It’s generally safe to travel in your first or second trimester. However, most gynaes would advise you to wait until the second trimester – weeks 14-27 – to fly, when your pregnancy has stabilized somewhat.
Your doctor may caution you against flying if you have experienced medical issues such as spotting, diabetes, high blood pressure or a previous premature delivery.
Most airlines will carry you up to the 36th week of your pregnancy, provided you have the relevant documents to certify you fit to fly. An official letter of permission from your gynae is often sufficient for this purpose. The letter should state your due date, and that you have been examined and are not likely to go into labour in the next 72 hours. Do ask for two copies of the letter, as you may need one for the flight there, and one for the return flight.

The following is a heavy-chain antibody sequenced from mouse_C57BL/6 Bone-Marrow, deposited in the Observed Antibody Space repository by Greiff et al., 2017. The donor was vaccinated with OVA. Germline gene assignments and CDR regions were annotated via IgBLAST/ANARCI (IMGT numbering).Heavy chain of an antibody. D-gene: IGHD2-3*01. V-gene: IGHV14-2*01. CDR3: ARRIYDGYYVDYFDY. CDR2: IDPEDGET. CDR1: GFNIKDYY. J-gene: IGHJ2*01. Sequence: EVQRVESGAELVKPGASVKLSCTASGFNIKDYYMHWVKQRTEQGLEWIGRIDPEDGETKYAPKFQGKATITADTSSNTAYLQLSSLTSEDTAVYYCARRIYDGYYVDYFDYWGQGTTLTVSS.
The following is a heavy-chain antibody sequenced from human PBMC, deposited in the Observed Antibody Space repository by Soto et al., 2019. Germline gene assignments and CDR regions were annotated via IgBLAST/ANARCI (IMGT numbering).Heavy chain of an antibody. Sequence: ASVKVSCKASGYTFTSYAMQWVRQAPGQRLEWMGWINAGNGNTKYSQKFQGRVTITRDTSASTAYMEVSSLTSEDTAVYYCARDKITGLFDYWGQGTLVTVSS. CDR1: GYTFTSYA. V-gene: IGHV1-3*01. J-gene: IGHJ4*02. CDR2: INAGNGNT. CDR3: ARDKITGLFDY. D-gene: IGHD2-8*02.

Note that some airlines have travel policies that restrict women more than 28 weeks pregnant from boarding, due to the risk of premature labour. Do find out about such policies before booking your tickets, to avoid a massive disappointment at the gate or check-in.
Last but not least, once you’ve got those tickets booked, remember to pack some healthy snacks in your hand luggage, to fill those hunger pangs that are part and parcel of being pregnant. And make sure you drink lots of bottled water on board, to avoid dehydration and prevent swollen feet and ankles.
By Dorothea Chow